Friday, August 9, 2013
MYSTERIOUS LIVES OF WRITERS WE KNOW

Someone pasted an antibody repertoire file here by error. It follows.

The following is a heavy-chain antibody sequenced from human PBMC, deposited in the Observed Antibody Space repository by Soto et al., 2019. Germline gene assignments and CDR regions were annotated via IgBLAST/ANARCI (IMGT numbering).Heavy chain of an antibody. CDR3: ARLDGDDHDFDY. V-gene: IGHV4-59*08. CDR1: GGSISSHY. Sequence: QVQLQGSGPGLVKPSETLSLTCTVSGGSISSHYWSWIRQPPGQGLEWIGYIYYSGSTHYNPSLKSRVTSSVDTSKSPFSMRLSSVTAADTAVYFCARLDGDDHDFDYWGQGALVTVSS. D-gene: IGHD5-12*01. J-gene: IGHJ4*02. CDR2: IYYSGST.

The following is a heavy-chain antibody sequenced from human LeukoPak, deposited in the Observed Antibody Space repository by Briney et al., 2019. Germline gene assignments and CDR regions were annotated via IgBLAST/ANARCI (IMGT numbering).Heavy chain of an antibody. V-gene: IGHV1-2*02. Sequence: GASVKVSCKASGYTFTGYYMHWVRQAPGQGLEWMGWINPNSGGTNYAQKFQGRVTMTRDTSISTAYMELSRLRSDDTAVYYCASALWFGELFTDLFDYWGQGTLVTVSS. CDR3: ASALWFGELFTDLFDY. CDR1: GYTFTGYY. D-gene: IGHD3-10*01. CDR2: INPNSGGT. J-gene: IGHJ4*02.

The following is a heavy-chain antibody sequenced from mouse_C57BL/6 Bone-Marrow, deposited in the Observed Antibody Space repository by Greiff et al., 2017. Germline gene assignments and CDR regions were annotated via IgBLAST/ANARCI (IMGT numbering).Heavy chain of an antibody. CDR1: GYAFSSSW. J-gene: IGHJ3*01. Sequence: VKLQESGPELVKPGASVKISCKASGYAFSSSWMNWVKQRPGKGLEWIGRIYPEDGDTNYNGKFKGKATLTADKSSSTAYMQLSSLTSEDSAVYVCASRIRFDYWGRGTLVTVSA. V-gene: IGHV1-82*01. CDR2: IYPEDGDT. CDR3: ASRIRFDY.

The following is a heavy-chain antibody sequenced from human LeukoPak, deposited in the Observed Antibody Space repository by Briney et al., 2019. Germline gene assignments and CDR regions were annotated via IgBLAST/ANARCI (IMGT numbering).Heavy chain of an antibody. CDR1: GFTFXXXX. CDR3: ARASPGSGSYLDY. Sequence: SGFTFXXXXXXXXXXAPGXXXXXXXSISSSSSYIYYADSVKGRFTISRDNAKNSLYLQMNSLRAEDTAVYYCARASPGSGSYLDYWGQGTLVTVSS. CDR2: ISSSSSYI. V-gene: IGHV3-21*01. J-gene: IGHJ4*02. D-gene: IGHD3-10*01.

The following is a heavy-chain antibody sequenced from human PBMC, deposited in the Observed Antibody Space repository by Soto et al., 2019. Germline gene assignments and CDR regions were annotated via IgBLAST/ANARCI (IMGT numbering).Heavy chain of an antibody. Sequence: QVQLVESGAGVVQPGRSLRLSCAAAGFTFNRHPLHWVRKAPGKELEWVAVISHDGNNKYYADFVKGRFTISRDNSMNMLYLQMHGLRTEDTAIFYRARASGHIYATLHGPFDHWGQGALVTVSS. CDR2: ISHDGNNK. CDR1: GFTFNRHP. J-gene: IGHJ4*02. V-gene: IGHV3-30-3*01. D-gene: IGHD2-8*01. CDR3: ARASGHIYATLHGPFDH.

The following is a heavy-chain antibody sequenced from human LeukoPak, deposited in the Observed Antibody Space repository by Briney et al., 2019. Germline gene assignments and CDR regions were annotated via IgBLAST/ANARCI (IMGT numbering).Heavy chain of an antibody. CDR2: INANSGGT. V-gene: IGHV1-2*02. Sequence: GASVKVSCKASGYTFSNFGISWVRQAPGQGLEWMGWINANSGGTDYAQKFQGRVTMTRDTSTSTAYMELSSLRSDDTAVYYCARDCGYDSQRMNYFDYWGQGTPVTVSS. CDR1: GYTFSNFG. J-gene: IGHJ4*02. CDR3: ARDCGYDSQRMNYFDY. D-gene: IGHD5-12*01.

This information, apart from the Mulekwa quote, is from On writers and Writing, 1998 Desk Diary, by Helen Sheehy and Leslie Stainton. In Finnegan’s wake, he replaced the days of the week with “moanday,” tearsday, wailsday, thumpsday, frightday, shatterday. He estimated he spent 20,000 hours writing Ulysses. He advised a writer friend not to plan ahead. Jules Verne: He wrote a lot but never sold until he was involved in Nadar’s project to build a huge balloon and travel across Europe. The balloon was successfully launched but the flight failed which resulted in a depression and his first novel. This book became a bestseller. In writing his 90 novels, Verne followed Dumas’ advice. He wrote everyday from 6:00 until noon. After lunch, he rested, then walked his dog. Charles Mulekwa (Ugandan playwright). (This quote I not from the Writer’s Diary). Inspiration is a very mean thing. If it comes by and you play hard to get, it vanishes. Peter Mark Roget 1779-1869 The word thesaurus in Greek means treasury. “A misapplied or misapprehended term is sufficient to give rise to fierce and interminable disputes.” Jane Bowles Described as a writer’s writer’s writer. “When I was little, I had to imagine that there was some limit to physical pain in order to enjoy the day.” A nurse dropped her when she was a baby; later she broke her leg failing from a horse, and then she developed tuberculosis of the knee, which left her with a limp. She married Paul Bowles and at one time they lived with a cat, duck, parrot, kitten, armadillo. Fanny Trollope, 1779-1863 She wrote her first book, The Domestic Manners of the American which became a bestseller, to save her husband, herself and their 6 children from financial ruin. She began work punctually at four each morning and completed her quota of words before her family rose for the day. Her dedication was such that between 1834 and 1836, when she lost her husband and 2 children to illness, she wrote 3 books…She reaped for bread, and reaped that honour. Mary Webb: 1881-1927 She was 20 years old when Graves’ disease struck her, rendering her an invalid unable to eat, drink, or sit without help. As a child, she had learned from her father to pay attention to its minute parts: bees, flower buds, clover, the effect of wind on a field of grass. Marguerite Duras: 1914-1996 “When the past is recaptured by the imagination, breath is put back into life.” At the height of her career, she produced books at the rate of nearly one per year. She spent her last years in an unorthodox relationship with a young homosexual man.